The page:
Former Tech Firm Officials Charged With Conspiracy to Obstruct Probe
In a recent case, a federal grand jury in Chicago indicted two former executives of a Tampa, Florida, technology company for conspiring to obstruct a Securities and Exchange Commission (SEC) investigation into the sale of their company to a publicly traded Illinois company.
The two men — the Florida company's former president and former CEO — have been charged with conspiring with two officials of the Illinois company to obstruct an SEC investigation into the sale, in exchange for payments of tens of thousands of dollars in cash. The ex-CEO also faces a charge of making false statements to the FBI.
In a parallel action, the SEC charged two former officials of the Illinois firm with multiple violations relating to accounting fraud, alleging they did most of the “dirty work.”
Those two men, who have been fired, allegedly submitted fraudulent financial reports that concealed their theft of more than $4 million, caused the company to understate its liabilities and inflate its revenues and assets. They also have been charged with fraud, lying to the SEC under oath and paying the Florida men to lie to the SEC in the course of its investigation.
The actions that led to these indictments include:
1. In 2015, the SEC launched an investigation of the Illinois firm, based on indications that it may have violated federal securities laws (as a public company, it is required to provide the SEC with detailed and accurate reports of its financial condition).
2. The FBI followed up with its own criminal investigation in 2016, and found that the two men misrepresented information related to acquisitions. That included the 2013 purchase of the Florida company, which it bought for $100,000 in cash, 250,000 shares of its stock and the assumption of approximately $165,000 in liabilities.
3. Federal authorities later discovered that the two Illinois executives concealed the true terms of that acquisition by furnishing an auditor with a bogus acquisition document that inflated the purchase price and omitted the fact that liabilities were being assumed.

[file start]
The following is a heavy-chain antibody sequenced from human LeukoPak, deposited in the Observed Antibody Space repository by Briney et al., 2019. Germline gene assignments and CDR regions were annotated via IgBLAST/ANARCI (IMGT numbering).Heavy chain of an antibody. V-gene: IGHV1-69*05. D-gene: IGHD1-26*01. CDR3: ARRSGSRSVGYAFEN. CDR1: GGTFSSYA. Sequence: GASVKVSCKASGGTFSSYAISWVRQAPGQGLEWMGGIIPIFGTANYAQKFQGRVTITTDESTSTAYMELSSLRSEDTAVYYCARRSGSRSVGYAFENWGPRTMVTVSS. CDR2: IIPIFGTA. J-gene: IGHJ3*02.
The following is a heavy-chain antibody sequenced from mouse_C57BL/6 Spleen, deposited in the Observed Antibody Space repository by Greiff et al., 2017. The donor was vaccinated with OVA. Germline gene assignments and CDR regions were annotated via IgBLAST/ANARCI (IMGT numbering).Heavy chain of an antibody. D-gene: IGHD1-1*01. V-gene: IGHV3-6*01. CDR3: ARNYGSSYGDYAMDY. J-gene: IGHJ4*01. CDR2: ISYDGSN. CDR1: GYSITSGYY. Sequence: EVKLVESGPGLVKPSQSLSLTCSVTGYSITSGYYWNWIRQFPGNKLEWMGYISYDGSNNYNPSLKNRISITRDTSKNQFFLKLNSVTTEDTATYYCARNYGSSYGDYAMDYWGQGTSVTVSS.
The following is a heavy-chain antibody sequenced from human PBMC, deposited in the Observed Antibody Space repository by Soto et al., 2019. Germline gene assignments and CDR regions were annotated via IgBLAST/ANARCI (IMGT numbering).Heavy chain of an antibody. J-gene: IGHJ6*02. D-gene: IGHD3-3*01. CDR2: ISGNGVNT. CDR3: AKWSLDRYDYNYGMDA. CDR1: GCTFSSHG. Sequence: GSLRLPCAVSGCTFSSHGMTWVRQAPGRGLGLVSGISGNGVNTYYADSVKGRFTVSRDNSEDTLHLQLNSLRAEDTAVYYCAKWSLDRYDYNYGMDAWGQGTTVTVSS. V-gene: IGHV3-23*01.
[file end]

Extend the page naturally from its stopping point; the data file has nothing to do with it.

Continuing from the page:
4. In 2016, the SEC questioned the officials of the Florida company, who were unaware of the fictitious acquisition agreement.
5. Those two men then told the officials of the Illinois company about this and struck a deal to receive cash payments of $102,900 and $60,000 in exchange for their agreement to send an e-mail falsely stating that they had previously authorized the terms of the fictitious agreement.
6. The Illinois firm's two executives hid those payments as “consulting fees.”
The conspiracy, obstruction and wire fraud charges are each punishable by up to 20 years in prison. In addition, making false statements to the FBI is punishable by up to five years in prison. Arraignments haven't been scheduled.
The SEC's involvement stems from its federal mandate to maintain oversight of public companies. That mandate is detailed in two pieces of legislation:
1. The Securities Act of 1933. This law is intended to prevent fraud in the sale of securities. It requires initial disclosures about common stock that will be sold to the public. Most securities of public companies must be registered with the SEC. The registration documents indicate the securities that are being sold, provide financial statements and describe the company's management structure.
2. The Securities Exchange Act. This legislation enforces the 1933 Act and adds more reporting requirements for securities sold on a secondary market, such as a stock exchange. It also sets the size of companies that must follow the reporting requirements. Currently, the law applies to public companies with more than 500 shareholders and $10 million in assets.
It also requires companies to submit annual and quarterly reports, called 10-Ks and 10-Qs, which are available to the public online on the SEC's Electronic Data Gathering, Analysis and Retrieval (EDGAR) system. The SEC also may require some businesses to file additional reports.
A 10-K is a lengthy annual report with a wealth of information about the filing company. Management must provide a statement on what did and didn't work for their company in the previous year and what actions they expect to take that might affect its performance.
Companies also must provide a balance sheet showing the bottom line, liabilities, and disclose any pending litigation and related information.
Keep Your Eyes Open
It is critical to adhere to the strict SEC reporting requirements, especially if your company is involved in buying or selling a business. Be on the lookout for fraudulent practices that may skew the results. If you have any doubts, consult with your legal and financial advisors.